Mo Cay Vietnam Ben Tre from the Mekong Delta Milk and Dark Chocolate Bars
Everyone loves a good chocolate, especially one that comes with an uplifting story. The folk at Vietcacao have one of the most uplifting stories with their work developing the skills of students with disabilities. So not only are they developing the local community through buying their beans, they are also trying to support the local students with disabilities, a segment of the population who are often left behind.
Vietcacao went to Vietnam in March 2010 to assess the construction of fermentation tanks and drying racks. They aren’t just making chocolate – they are building infrastructure. The chocolatier Christopher Meyer in Straussbourg and Grimmer in Winzenheim were the first French chocolatiers to work with their Ben Tre beans.
Just doing good work is often not enough as some chocolate companies have found. In addition to doing great work they have to also make great chocolate. While this is not manufactured in Vietnam like Marou, the beans are grown, fermented and dried there, some of the most important parts of making a great chocolate. After this the beans are sent to a place like the chocolaterie A Morin chocolate facility in southwestern France. To my mind, there is nothing wrong in using an external facility to create the chocolate with specialist equipment. This gives greater control and the experts on staff mean you have help if you require it. Or leave your beans in their expert hands and work with them on roast, refine and conch.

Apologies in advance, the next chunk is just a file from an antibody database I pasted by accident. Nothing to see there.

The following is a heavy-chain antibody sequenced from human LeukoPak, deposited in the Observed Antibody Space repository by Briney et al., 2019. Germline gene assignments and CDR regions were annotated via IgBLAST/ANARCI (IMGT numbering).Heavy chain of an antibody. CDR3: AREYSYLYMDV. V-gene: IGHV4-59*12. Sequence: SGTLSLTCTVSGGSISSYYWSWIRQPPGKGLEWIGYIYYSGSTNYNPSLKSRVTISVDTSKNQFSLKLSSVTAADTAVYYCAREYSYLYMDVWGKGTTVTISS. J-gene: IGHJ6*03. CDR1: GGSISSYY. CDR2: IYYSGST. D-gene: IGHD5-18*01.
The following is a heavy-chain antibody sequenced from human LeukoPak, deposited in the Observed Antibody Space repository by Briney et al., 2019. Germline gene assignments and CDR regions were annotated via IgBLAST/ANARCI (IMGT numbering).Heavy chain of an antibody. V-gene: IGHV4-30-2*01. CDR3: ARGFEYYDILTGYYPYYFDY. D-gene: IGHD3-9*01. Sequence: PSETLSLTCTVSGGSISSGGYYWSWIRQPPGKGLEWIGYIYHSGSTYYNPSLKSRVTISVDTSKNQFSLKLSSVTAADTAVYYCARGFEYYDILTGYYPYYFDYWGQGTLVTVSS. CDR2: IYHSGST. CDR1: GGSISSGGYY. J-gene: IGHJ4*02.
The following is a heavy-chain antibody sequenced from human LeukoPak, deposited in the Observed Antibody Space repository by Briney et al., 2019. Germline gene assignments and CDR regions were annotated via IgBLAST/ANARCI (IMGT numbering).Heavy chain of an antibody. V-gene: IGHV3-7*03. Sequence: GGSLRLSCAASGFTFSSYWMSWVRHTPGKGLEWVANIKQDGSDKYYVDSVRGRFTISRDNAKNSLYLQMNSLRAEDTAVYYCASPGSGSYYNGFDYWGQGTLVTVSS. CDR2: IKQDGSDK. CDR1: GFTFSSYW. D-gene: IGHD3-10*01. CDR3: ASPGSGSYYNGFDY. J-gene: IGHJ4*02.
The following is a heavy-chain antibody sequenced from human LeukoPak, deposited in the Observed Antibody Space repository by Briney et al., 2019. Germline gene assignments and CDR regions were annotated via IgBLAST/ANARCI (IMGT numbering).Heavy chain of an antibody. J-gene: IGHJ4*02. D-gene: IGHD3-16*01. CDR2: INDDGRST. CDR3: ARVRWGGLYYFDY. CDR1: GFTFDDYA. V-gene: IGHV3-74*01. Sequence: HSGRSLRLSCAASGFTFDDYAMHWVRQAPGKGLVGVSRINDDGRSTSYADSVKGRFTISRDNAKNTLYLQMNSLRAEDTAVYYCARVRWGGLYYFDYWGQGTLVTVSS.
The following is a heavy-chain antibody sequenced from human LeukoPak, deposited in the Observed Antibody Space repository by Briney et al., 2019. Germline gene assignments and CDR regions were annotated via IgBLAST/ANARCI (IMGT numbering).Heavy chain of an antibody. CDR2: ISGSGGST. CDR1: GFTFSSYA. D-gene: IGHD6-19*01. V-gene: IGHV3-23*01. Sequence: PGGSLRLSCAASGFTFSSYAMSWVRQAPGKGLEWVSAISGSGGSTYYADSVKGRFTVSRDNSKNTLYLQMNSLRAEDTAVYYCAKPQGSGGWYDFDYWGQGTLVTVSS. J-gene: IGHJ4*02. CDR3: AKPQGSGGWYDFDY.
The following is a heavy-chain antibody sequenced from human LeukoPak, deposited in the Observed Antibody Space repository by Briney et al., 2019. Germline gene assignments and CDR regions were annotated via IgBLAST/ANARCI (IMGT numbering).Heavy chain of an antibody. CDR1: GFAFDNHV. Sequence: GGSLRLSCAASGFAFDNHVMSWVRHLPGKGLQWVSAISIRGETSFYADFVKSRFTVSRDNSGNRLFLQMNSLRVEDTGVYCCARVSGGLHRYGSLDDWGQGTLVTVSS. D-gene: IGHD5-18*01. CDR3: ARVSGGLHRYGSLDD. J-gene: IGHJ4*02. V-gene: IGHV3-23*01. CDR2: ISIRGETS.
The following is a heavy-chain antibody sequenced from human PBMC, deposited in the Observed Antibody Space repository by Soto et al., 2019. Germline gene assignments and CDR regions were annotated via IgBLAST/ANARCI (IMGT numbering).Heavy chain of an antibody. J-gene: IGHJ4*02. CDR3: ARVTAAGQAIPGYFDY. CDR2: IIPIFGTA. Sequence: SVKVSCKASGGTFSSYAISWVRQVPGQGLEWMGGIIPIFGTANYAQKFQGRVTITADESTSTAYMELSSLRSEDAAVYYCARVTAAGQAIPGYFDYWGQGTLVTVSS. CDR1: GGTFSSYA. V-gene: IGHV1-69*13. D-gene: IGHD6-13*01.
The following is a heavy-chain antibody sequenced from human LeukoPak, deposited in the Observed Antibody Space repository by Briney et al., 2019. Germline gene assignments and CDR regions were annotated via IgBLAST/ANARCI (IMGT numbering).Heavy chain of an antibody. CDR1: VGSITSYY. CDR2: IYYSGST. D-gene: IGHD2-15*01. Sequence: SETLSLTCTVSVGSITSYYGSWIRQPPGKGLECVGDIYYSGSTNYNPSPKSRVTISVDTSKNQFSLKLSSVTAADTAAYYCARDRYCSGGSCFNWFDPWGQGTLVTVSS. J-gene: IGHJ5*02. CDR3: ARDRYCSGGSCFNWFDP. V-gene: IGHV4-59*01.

So we know the beans are brilliant, the ethics of the company are amazing, the folk like Franc Morin are passionate chocolate geeks but what about the chocolate…?
The milk chocolate has delicious malted milk notes with chocolate coming through distinctly. The mouth feel has a texture which to me means a slightly larger particle size but that is no bad thing. There is an intense chocolate flavour with an almost cashew flavour coming through. While there is the background taste of yellow fruit, I just don’t get it coming through as strongly – but you certainly know it is there. I think it is difficult to pick out flavours in a milk chocolate. It isn’t too sweet though and so I think a really interesting milk chocolate. If you want to help students with disabilities in Vietnam, start buying this as your snacking chocolate. Not only will moving away from a palm oil based chocolate be good for the environment overall, it is delicious milk chocolate.
The dark chocolate has that intense nutty flavour from the nose. You immediately smell nuts in the bar and as it starts to melt you get that nuttiness coming distinctly through. Despite that, those yellow fruits that were slightly muted in the milk start to emerge for me, with just subtle bursts through the intense chocolate flavour. There is a light acidity which just catches you on the side of the cheek for that bit of a tingle as it moves towards some coffee notes. The piece is slightly reluctant for me but it still gives a prolonged intense chocolate hit without bitterness. The finish is long and it lingers on the palate with those coffee notes for quite a while.
Overall I think that while I have never been a Ben Tre fan, these are excellent bars. The combination of great beans grown well and fermented brilliantly with the expertise in roasting and creating the chocolate is magical. This chocolate in milk or dark is delicious and it not only supports students with disabilities but also the local cacao-growing economy. Take a chance on a bit of Vietnam.